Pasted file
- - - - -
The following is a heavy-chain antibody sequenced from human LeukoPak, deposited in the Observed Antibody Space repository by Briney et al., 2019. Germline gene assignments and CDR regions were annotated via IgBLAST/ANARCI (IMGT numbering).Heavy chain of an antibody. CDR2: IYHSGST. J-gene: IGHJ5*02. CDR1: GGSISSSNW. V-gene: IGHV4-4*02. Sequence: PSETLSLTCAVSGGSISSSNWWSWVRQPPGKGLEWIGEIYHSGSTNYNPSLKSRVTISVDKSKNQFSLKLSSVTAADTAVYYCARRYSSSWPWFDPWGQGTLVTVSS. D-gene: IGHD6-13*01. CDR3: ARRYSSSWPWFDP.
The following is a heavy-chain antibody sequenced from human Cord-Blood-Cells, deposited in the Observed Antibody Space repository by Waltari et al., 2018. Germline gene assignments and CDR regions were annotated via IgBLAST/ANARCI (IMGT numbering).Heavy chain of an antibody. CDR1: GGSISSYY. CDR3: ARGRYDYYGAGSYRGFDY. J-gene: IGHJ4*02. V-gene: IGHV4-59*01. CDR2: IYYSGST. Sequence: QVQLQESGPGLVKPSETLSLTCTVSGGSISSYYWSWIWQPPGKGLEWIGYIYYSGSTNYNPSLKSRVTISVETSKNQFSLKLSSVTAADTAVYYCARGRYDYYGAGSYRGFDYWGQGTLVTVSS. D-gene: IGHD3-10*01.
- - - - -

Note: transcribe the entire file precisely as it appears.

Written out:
The following is a heavy-chain antibody sequenced from human LeukoPak, deposited in the Observed Antibody Space repository by Briney et al., 2019. Germline gene assignments and CDR regions were annotated via IgBLAST/ANARCI (IMGT numbering).Heavy chain of an antibody. CDR2: IYHSGST. J-gene: IGHJ5*02. CDR1: GGSISSSNW. V-gene: IGHV4-4*02. Sequence: PSETLSLTCAVSGGSISSSNWWSWVRQPPGKGLEWIGEIYHSGSTNYNPSLKSRVTISVDKSKNQFSLKLSSVTAADTAVYYCARRYSSSWPWFDPWGQGTLVTVSS. D-gene: IGHD6-13*01. CDR3: ARRYSSSWPWFDP.
The following is a heavy-chain antibody sequenced from human Cord-Blood-Cells, deposited in the Observed Antibody Space repository by Waltari et al., 2018. Germline gene assignments and CDR regions were annotated via IgBLAST/ANARCI (IMGT numbering).Heavy chain of an antibody. CDR1: GGSISSYY. CDR3: ARGRYDYYGAGSYRGFDY. J-gene: IGHJ4*02. V-gene: IGHV4-59*01. CDR2: IYYSGST. Sequence: QVQLQESGPGLVKPSETLSLTCTVSGGSISSYYWSWIWQPPGKGLEWIGYIYYSGSTNYNPSLKSRVTISVETSKNQFSLKLSSVTAADTAVYYCARGRYDYYGAGSYRGFDYWGQGTLVTVSS. D-gene: IGHD3-10*01.